This week, for the New Media Seminar, we read Ted Nelson‘s 1965 Complex information processing: a file structure for the complex, the changing and the indeterminate (sorry the latter link is behind a paywall). I don’t have much time to write on it, but the main thing that struck me is how far we’ve come. In this piece, Nelson outlined how to think about structuring files to be useful to people in creative and other pursuits. He built on Bush’s idea and in some was was more specific about how to accomplish the feat.
We’re certainly not there yet. I still battle a lot of the organizational issues in my own files that Nelson described. And to some extent, having both paper and digital makes it much messier than just one or the other. But we’re closer. Here are some tools I couldn’t help but thinking about in his piece, with associated quotes:
“As long as people think that [computers are useful only for scientific and corporate tasks], machines will be brutes and not friends, bureaucrats and not helpmates. But since (as I will indicate) computers could do the dirty work of personal file and text handling, and do it with richness and subtlety beyond anything we know, there ought to be a sense of need.”
Downright Jobsian, no?
“If a writer is really to be helped by an automated system, it ought to do more than retype and transpose: it shouold stand by him during the early periods of muddled confusion, when his ideas are all scraps, fragments, phrases, and contradictory overall designs. And it must help him through to the final draft with every feasible mechanical aid–making the fragments easy to find, and making easier the tentative sequencing and juxtaposing and comparing.”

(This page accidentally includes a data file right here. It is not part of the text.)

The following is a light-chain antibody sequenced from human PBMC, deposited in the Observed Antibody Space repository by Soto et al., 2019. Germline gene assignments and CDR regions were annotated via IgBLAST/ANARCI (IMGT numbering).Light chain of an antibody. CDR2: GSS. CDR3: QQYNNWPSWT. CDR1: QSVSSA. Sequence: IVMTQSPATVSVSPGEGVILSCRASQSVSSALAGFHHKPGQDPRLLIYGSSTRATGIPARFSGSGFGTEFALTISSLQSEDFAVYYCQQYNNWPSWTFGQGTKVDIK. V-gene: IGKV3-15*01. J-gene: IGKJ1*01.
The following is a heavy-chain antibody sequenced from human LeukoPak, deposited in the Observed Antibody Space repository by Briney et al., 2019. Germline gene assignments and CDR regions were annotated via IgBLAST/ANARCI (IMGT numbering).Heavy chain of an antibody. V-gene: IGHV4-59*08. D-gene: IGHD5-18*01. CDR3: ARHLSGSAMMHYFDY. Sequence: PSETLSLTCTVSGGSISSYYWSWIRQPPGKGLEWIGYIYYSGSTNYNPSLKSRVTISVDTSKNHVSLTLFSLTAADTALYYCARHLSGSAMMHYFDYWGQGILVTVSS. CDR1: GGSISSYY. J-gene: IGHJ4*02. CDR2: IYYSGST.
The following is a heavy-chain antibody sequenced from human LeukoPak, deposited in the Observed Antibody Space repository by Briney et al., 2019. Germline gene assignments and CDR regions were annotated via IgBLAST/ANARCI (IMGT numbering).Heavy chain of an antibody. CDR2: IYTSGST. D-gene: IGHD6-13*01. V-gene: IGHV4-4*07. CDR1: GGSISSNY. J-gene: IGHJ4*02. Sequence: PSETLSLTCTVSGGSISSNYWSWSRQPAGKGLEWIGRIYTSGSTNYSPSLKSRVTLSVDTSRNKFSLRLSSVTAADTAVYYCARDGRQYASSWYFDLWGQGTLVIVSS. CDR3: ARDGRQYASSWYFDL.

Which, to me, is clearly Scrivener. I love Scrivener, and have used it every time I have to write a book-length manuscript. It’s not great for collaboration, but it’s exactly what Nelson describes for one’s own work.
“Consequently the system must be able to hold several–in fact, many–different versions of the same sets of materials.”
“Remember there is no correct way to use this system.”
Throughout the whole article I kept thinking of Evernote. I am a heavy user of Evernote and it’s exactly this collecting of snippets and connections. It holds images, audio, text. I keep hoping for video. But the main challenge for most people with Evernote is the lack of clarity of how to use it. It’s so big and open ended it’s hard to know how you can best make use of it. The ELF system in this article is similar.
“Note that in such uses it is the man’s job to draw the connections, not the machine’s.”
And this is where it all changed for me. In our systems, the machine does a lot of the work. Just consider Google Now for example. It’s amazing: presenting just the right information at just the right time. But also creepy.
The article was full of statements that resonated with today’s experience: the need to be able to undo deletions, the lack of importance for seeing file structure in some cases, etc. I’m looking forward to the seminar discussion today!